The legal constraints national security laws impose of U.S. charitable organizations cause tensions with international law and codes for humanitarian aid and development programs. The standards and principles expressed in the Geneva Conventions and International Red Cross Code of Conduct could be emulated by the U.S and incorporated into future polices.

This panel discussion featured NGO leaders and experts from the U.S. who shared their expertise on humanitarian codes, charitable groups and donors affected by U.S. laws and regulations.

Summary of July 1, 2009 panel discussion

—Click on the speaker’s name to listen to their presentation—
Opening Remarks: Kay Guinane, Director, Charity and Security Network


  • Brian MajewskiPartner, Global Emergency Group (Powerpoint presentation)

  • Charles SwiftPartner, Swift and McDonald, counsel to Muslim Legal Foundation of American, counsel in Hamdan v. Rumsfeld  and US v. Hamdan (Powerpoint presentation)

  • Jennifer TurnerHuman Rights Researcher, ACLU Human Rights Program, author of Blocking Faith, Freezing Charity: Chilling Muslim Charitable Giving in the “War on Terrorism Financing”

  • Mohammed AlomariChief Operating Officer, Life for Relief & Development

  • Jan Lane, Policy Advisor and Senior Fellow, Homeland Security Policy Institute, George Washington University

Additional information about the speakers:

Mohammed Alomari is Chief Operating Officer for Life for Relief and Development, a Michigan-based American Muslim charity. Mohammed has worked in the Information Technology field for 15 years and in the non-profit sector for the last seven years. During that time, he has traveled extensively to Iraq and the Middle East since 2003 and seen first-hand the humanitarian work in the field.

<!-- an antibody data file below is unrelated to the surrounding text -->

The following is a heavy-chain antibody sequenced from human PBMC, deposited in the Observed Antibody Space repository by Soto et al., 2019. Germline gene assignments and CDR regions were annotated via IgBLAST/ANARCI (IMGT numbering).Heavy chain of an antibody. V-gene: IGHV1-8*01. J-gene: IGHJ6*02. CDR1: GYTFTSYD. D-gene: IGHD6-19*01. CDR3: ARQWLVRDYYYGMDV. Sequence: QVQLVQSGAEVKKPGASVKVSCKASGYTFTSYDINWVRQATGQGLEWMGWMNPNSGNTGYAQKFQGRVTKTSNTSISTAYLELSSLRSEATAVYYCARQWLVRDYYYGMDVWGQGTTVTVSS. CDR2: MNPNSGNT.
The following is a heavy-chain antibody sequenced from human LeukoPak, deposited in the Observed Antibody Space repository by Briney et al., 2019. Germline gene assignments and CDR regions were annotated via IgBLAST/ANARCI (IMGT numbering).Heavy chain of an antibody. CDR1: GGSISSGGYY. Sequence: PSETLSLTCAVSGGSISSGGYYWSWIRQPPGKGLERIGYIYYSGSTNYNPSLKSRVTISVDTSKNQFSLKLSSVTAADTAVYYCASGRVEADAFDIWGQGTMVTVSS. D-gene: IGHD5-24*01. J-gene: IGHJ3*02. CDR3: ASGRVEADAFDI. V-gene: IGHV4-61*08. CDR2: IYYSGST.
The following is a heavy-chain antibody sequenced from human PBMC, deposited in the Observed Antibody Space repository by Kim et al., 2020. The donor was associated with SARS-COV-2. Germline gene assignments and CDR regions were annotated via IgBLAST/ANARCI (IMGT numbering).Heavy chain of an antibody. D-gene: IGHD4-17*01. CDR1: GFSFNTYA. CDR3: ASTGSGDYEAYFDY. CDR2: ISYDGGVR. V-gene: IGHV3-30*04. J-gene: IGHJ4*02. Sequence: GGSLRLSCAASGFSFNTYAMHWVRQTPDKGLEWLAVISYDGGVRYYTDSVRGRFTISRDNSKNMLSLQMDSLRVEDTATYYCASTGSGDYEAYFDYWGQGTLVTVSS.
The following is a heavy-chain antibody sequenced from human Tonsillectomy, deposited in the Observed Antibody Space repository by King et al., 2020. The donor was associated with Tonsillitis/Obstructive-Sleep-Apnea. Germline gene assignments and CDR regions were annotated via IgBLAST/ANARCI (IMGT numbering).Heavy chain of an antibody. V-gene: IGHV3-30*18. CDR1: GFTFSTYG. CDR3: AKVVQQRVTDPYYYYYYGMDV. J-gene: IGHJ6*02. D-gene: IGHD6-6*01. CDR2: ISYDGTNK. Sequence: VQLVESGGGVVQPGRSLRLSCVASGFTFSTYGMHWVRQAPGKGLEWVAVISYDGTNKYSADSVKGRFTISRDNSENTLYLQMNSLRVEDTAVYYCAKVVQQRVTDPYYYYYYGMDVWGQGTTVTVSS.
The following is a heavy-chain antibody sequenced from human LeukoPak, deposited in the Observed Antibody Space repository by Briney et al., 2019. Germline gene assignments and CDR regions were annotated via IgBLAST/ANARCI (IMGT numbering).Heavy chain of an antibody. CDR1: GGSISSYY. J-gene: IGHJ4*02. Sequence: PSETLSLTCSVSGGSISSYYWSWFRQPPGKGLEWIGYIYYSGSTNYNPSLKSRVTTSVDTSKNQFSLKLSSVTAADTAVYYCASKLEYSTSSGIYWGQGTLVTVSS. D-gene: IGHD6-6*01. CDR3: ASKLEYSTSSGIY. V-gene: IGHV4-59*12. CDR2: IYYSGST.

Jan Lane currently serves as Policy Advisor of the Homeland Security Policy Institute (HSPI), of the George Washington University, following her tenure as Deputy Director from 2006 to February 2009. Prior to joining HSPI, Jan was Vice President of Public Policy and Strategic Partnerships for the American Red Cross, and led the organization’s government relations efforts during some of its most challenging times, including the response to September 11th; the 2005 Tsunami; Hurricanes Katrina and Rita; and the interaction with FDA and Congress regarding blood safety issues.

Brian Majewski is a founding partner and manager of strategic consulting at the Global Emergency Group. He has 14 years of experience working in the international humanitarian sector on policy and programmatic issues. From 2001-2008 Brian served as the Senior Director for International Policy and Relations managing issues and relationships with an emphasis on multilateral coordination, international humanitarian law and programmatic policy and advocacy initiatives including emerging US anti-terrorism laws.
Charles Swift is partner at Swift & McDonald, P.S. Charles retired from active service in the United States Navy on August 31, 2007 as a Lieutenant Commander in the Judge Advocate General’s Corps. Prior to retirement, Swift gained national attention, when after being assigned as a defense counsel in the Office of the Chief Defense Counsel in the Department of Defense Office of Military Commissions and detailed to represent Salim Ahmed Hamdan, he refused to attempt to persuade his client to plead guilty. Instead, Swift persuaded his client, Hamdan, to permit Swift to serve as his “next friend” and file a habeas corpus action on Hamdan’s behalf challenging his detention and trial, an action that ultimately culminated in the landmark decision of the United States Supreme Court inHamdan v. Rumsfeld.
Jennifer Turner is the Human Rights Researcher in the ACLU’s Human Rights Program. Jennifer conducts documentation research and advocacy on human rights violations in the U.S., with a focus on national security, women’s rights, children’s rights and immigrants’ rights. She also carries out advocacy before the U.N. Human Rights Council and human rights treaty monitoring bodies, and has monitored military commission hearings at Guantánamo Bay.